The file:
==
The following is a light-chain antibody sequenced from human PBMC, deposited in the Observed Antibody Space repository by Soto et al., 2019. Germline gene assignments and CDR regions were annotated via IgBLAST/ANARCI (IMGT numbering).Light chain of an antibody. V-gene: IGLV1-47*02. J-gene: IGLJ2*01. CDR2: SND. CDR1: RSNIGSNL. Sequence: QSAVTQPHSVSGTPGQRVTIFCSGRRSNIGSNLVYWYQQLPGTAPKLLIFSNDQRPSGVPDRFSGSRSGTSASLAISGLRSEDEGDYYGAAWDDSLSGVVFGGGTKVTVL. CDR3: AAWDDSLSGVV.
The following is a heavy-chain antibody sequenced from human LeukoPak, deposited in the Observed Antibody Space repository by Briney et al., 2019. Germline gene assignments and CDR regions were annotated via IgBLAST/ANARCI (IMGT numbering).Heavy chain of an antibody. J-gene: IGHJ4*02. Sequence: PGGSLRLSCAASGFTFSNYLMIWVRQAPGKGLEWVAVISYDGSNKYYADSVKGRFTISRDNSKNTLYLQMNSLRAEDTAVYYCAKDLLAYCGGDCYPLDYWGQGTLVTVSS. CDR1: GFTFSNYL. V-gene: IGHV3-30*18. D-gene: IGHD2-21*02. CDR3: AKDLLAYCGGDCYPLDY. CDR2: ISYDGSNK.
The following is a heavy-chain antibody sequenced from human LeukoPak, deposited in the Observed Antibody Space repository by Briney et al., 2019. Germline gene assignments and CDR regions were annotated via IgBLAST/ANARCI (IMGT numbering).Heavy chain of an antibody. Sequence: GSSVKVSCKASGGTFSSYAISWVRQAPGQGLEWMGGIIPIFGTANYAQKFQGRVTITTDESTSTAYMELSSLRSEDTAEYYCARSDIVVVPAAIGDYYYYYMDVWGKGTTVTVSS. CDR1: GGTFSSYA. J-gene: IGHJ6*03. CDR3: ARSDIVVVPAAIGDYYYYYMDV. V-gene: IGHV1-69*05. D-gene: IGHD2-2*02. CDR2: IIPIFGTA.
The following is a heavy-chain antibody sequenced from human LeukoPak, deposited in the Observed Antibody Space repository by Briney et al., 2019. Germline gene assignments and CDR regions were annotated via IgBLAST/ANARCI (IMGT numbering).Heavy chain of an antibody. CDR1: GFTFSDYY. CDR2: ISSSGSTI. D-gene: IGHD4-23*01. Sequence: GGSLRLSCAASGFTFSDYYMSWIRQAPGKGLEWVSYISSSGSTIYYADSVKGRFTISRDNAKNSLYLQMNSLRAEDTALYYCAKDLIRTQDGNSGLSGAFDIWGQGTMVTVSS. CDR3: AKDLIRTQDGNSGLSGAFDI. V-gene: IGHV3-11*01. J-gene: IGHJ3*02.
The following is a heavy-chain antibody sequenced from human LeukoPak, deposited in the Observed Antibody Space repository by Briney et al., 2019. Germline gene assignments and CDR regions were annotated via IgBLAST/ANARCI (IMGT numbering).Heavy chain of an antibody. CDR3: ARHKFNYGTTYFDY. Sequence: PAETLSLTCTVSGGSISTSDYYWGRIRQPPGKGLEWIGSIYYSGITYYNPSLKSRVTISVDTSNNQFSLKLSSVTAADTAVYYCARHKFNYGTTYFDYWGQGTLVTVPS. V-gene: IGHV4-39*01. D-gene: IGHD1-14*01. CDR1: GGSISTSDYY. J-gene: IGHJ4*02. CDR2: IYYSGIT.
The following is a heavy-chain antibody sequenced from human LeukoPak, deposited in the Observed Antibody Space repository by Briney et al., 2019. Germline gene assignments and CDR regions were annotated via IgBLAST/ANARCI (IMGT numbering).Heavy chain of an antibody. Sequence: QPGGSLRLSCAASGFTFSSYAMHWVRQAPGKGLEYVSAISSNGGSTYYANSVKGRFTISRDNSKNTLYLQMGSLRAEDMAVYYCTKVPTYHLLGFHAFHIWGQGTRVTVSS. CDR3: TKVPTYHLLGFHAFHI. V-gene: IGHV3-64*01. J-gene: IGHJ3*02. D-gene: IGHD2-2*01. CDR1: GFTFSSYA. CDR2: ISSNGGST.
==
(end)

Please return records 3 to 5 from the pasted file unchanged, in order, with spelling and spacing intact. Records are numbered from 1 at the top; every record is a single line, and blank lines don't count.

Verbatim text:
The following is a heavy-chain antibody sequenced from human LeukoPak, deposited in the Observed Antibody Space repository by Briney et al., 2019. Germline gene assignments and CDR regions were annotated via IgBLAST/ANARCI (IMGT numbering).Heavy chain of an antibody. Sequence: GSSVKVSCKASGGTFSSYAISWVRQAPGQGLEWMGGIIPIFGTANYAQKFQGRVTITTDESTSTAYMELSSLRSEDTAEYYCARSDIVVVPAAIGDYYYYYMDVWGKGTTVTVSS. CDR1: GGTFSSYA. J-gene: IGHJ6*03. CDR3: ARSDIVVVPAAIGDYYYYYMDV. V-gene: IGHV1-69*05. D-gene: IGHD2-2*02. CDR2: IIPIFGTA.
The following is a heavy-chain antibody sequenced from human LeukoPak, deposited in the Observed Antibody Space repository by Briney et al., 2019. Germline gene assignments and CDR regions were annotated via IgBLAST/ANARCI (IMGT numbering).Heavy chain of an antibody. CDR1: GFTFSDYY. CDR2: ISSSGSTI. D-gene: IGHD4-23*01. Sequence: GGSLRLSCAASGFTFSDYYMSWIRQAPGKGLEWVSYISSSGSTIYYADSVKGRFTISRDNAKNSLYLQMNSLRAEDTALYYCAKDLIRTQDGNSGLSGAFDIWGQGTMVTVSS. CDR3: AKDLIRTQDGNSGLSGAFDI. V-gene: IGHV3-11*01. J-gene: IGHJ3*02.
The following is a heavy-chain antibody sequenced from human LeukoPak, deposited in the Observed Antibody Space repository by Briney et al., 2019. Germline gene assignments and CDR regions were annotated via IgBLAST/ANARCI (IMGT numbering).Heavy chain of an antibody. CDR3: ARHKFNYGTTYFDY. Sequence: PAETLSLTCTVSGGSISTSDYYWGRIRQPPGKGLEWIGSIYYSGITYYNPSLKSRVTISVDTSNNQFSLKLSSVTAADTAVYYCARHKFNYGTTYFDYWGQGTLVTVPS. V-gene: IGHV4-39*01. D-gene: IGHD1-14*01. CDR1: GGSISTSDYY. J-gene: IGHJ4*02. CDR2: IYYSGIT.